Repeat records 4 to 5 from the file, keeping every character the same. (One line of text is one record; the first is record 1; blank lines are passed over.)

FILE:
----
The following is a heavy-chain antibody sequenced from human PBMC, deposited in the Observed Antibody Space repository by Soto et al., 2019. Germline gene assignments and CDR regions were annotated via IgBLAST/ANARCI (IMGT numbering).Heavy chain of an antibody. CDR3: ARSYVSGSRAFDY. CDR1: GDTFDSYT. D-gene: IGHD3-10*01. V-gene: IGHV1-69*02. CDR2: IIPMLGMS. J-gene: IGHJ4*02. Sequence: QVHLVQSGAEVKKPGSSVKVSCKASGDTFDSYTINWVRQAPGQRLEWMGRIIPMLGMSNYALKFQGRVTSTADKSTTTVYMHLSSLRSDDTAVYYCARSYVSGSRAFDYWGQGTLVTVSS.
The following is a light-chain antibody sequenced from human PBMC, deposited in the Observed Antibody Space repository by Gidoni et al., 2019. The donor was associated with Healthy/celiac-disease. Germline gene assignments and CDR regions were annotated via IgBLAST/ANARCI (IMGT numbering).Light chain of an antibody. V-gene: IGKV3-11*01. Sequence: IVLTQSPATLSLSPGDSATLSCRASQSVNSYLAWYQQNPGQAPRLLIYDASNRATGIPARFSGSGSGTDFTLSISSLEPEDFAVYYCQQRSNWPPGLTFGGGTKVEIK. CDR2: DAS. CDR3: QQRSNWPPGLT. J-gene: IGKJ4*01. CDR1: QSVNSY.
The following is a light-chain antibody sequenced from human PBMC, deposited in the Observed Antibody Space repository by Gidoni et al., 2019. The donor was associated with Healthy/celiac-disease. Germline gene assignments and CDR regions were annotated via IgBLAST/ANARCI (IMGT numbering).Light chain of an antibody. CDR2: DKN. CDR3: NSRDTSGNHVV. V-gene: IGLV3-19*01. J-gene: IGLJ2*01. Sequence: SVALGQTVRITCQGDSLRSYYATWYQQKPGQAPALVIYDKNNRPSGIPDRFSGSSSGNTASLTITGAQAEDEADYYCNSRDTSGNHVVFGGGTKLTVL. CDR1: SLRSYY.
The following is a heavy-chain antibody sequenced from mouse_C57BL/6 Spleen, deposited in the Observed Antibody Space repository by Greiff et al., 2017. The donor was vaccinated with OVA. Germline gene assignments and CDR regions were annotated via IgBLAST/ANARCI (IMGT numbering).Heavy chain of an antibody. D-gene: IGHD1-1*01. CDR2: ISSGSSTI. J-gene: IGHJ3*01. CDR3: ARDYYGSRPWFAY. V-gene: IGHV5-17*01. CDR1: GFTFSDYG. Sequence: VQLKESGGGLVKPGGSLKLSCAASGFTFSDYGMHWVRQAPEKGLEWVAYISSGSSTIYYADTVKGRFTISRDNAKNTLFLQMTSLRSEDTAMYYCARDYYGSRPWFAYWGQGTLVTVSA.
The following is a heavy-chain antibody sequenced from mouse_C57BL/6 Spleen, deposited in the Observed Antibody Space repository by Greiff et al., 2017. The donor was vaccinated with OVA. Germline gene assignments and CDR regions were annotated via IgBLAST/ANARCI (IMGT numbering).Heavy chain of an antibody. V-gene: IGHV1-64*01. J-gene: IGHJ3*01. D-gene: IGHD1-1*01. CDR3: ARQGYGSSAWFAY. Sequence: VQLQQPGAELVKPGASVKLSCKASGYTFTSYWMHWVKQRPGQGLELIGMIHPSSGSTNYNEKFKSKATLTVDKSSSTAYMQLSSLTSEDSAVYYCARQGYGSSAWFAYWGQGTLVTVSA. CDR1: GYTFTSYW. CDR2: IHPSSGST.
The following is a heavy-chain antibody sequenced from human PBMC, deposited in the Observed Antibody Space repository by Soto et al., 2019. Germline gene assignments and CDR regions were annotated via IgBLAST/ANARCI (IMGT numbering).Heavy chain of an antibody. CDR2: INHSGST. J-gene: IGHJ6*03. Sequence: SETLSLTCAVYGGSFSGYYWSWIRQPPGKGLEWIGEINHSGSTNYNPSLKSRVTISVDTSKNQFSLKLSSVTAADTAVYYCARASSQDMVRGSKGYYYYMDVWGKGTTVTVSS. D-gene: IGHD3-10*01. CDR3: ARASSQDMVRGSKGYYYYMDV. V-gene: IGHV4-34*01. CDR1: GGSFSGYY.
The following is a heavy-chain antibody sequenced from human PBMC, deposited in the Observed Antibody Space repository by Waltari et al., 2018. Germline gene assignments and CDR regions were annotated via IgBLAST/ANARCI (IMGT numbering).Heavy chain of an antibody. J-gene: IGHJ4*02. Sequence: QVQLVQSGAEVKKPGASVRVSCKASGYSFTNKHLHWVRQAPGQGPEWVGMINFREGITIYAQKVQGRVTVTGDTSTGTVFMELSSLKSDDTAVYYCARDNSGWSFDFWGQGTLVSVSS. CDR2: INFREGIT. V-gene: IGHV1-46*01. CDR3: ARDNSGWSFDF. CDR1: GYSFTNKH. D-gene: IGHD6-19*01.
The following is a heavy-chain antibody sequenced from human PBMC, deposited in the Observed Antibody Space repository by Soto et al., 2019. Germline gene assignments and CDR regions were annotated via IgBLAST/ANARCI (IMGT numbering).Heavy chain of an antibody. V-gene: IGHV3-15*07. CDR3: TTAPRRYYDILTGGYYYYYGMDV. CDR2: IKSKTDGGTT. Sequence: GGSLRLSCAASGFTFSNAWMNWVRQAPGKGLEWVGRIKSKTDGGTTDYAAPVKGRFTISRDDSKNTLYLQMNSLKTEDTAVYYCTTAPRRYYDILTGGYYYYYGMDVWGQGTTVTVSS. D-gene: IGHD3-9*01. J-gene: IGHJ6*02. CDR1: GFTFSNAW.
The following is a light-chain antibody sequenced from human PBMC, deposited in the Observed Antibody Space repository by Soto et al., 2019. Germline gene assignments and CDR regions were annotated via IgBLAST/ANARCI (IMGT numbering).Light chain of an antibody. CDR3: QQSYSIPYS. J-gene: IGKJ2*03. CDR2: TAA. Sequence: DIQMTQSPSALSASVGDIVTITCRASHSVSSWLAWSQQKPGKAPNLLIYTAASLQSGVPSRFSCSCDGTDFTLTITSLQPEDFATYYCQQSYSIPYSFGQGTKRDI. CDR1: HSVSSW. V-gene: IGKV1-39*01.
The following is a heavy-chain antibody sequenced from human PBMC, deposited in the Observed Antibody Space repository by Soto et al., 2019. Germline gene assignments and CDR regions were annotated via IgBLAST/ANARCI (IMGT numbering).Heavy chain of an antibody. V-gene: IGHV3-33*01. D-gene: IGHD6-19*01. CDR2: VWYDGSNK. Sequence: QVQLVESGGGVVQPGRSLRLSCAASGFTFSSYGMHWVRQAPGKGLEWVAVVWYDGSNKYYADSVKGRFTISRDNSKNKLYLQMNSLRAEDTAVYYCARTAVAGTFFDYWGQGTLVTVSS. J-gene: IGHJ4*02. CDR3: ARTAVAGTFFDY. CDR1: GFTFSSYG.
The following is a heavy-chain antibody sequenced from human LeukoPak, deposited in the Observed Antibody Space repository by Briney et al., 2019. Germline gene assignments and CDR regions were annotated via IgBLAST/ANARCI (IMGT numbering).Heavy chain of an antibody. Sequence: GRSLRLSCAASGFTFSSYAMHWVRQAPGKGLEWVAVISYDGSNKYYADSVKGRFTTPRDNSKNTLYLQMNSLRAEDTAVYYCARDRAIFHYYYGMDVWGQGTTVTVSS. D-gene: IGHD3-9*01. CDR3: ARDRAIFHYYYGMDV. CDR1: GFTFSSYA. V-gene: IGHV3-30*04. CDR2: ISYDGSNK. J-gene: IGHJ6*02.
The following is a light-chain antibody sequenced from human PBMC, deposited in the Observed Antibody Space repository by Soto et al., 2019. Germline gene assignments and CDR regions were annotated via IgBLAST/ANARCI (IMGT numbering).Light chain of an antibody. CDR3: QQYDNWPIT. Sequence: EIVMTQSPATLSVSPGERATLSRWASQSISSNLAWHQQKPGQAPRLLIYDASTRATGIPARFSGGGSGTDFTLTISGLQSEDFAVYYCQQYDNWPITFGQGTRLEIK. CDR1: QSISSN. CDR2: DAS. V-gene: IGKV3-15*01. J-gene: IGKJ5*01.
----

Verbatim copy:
The following is a heavy-chain antibody sequenced from mouse_C57BL/6 Spleen, deposited in the Observed Antibody Space repository by Greiff et al., 2017. The donor was vaccinated with OVA. Germline gene assignments and CDR regions were annotated via IgBLAST/ANARCI (IMGT numbering).Heavy chain of an antibody. D-gene: IGHD1-1*01. CDR2: ISSGSSTI. J-gene: IGHJ3*01. CDR3: ARDYYGSRPWFAY. V-gene: IGHV5-17*01. CDR1: GFTFSDYG. Sequence: VQLKESGGGLVKPGGSLKLSCAASGFTFSDYGMHWVRQAPEKGLEWVAYISSGSSTIYYADTVKGRFTISRDNAKNTLFLQMTSLRSEDTAMYYCARDYYGSRPWFAYWGQGTLVTVSA.
The following is a heavy-chain antibody sequenced from mouse_C57BL/6 Spleen, deposited in the Observed Antibody Space repository by Greiff et al., 2017. The donor was vaccinated with OVA. Germline gene assignments and CDR regions were annotated via IgBLAST/ANARCI (IMGT numbering).Heavy chain of an antibody. V-gene: IGHV1-64*01. J-gene: IGHJ3*01. D-gene: IGHD1-1*01. CDR3: ARQGYGSSAWFAY. Sequence: VQLQQPGAELVKPGASVKLSCKASGYTFTSYWMHWVKQRPGQGLELIGMIHPSSGSTNYNEKFKSKATLTVDKSSSTAYMQLSSLTSEDSAVYYCARQGYGSSAWFAYWGQGTLVTVSA. CDR1: GYTFTSYW. CDR2: IHPSSGST.